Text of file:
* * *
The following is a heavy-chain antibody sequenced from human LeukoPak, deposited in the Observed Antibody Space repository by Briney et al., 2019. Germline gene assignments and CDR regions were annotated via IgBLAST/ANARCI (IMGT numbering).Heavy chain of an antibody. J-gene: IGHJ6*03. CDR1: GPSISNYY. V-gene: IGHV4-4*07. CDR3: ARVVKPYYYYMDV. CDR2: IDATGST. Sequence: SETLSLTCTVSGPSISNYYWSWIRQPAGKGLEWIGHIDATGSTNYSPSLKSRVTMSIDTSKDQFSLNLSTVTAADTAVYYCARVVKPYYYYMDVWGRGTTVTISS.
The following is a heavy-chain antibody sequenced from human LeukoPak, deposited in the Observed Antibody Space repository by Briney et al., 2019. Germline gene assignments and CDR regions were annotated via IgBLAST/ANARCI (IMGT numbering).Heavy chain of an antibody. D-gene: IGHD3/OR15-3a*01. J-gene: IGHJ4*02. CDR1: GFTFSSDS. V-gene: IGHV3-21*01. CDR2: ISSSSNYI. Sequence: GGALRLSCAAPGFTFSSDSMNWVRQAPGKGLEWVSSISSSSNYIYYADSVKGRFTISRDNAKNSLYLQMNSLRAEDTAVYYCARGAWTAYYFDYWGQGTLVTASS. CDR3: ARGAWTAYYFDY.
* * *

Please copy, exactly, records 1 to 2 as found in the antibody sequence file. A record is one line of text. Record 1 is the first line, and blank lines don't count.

The following is a heavy-chain antibody sequenced from human LeukoPak, deposited in the Observed Antibody Space repository by Briney et al., 2019. Germline gene assignments and CDR regions were annotated via IgBLAST/ANARCI (IMGT numbering).Heavy chain of an antibody. J-gene: IGHJ6*03. CDR1: GPSISNYY. V-gene: IGHV4-4*07. CDR3: ARVVKPYYYYMDV. CDR2: IDATGST. Sequence: SETLSLTCTVSGPSISNYYWSWIRQPAGKGLEWIGHIDATGSTNYSPSLKSRVTMSIDTSKDQFSLNLSTVTAADTAVYYCARVVKPYYYYMDVWGRGTTVTISS.
The following is a heavy-chain antibody sequenced from human LeukoPak, deposited in the Observed Antibody Space repository by Briney et al., 2019. Germline gene assignments and CDR regions were annotated via IgBLAST/ANARCI (IMGT numbering).Heavy chain of an antibody. D-gene: IGHD3/OR15-3a*01. J-gene: IGHJ4*02. CDR1: GFTFSSDS. V-gene: IGHV3-21*01. CDR2: ISSSSNYI. Sequence: GGALRLSCAAPGFTFSSDSMNWVRQAPGKGLEWVSSISSSSNYIYYADSVKGRFTISRDNAKNSLYLQMNSLRAEDTAVYYCARGAWTAYYFDYWGQGTLVTASS. CDR3: ARGAWTAYYFDY.